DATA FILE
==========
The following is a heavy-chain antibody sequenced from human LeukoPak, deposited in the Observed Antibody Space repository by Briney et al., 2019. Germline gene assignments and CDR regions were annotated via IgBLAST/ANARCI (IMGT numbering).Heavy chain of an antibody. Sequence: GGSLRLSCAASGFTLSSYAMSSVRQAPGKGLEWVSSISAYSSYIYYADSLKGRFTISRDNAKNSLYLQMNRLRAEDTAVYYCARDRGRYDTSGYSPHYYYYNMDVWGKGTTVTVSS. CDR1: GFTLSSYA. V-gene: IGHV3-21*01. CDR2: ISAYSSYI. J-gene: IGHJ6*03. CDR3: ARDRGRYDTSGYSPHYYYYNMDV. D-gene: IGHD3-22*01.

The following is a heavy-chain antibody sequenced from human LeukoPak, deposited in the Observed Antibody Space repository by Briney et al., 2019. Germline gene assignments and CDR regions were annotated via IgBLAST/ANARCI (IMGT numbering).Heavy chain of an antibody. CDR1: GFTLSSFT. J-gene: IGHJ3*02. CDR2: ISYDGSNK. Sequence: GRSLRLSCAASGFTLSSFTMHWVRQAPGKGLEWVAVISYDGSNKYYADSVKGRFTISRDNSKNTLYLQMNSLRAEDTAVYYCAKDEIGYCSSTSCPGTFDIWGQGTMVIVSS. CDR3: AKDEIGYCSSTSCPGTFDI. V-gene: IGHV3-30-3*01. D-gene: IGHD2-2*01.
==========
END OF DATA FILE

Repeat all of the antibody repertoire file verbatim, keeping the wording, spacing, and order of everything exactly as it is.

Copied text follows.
The following is a heavy-chain antibody sequenced from human LeukoPak, deposited in the Observed Antibody Space repository by Briney et al., 2019. Germline gene assignments and CDR regions were annotated via IgBLAST/ANARCI (IMGT numbering).Heavy chain of an antibody. Sequence: GGSLRLSCAASGFTLSSYAMSSVRQAPGKGLEWVSSISAYSSYIYYADSLKGRFTISRDNAKNSLYLQMNRLRAEDTAVYYCARDRGRYDTSGYSPHYYYYNMDVWGKGTTVTVSS. CDR1: GFTLSSYA. V-gene: IGHV3-21*01. CDR2: ISAYSSYI. J-gene: IGHJ6*03. CDR3: ARDRGRYDTSGYSPHYYYYNMDV. D-gene: IGHD3-22*01.

The following is a heavy-chain antibody sequenced from human LeukoPak, deposited in the Observed Antibody Space repository by Briney et al., 2019. Germline gene assignments and CDR regions were annotated via IgBLAST/ANARCI (IMGT numbering).Heavy chain of an antibody. CDR1: GFTLSSFT. J-gene: IGHJ3*02. CDR2: ISYDGSNK. Sequence: GRSLRLSCAASGFTLSSFTMHWVRQAPGKGLEWVAVISYDGSNKYYADSVKGRFTISRDNSKNTLYLQMNSLRAEDTAVYYCAKDEIGYCSSTSCPGTFDIWGQGTMVIVSS. CDR3: AKDEIGYCSSTSCPGTFDI. V-gene: IGHV3-30-3*01. D-gene: IGHD2-2*01.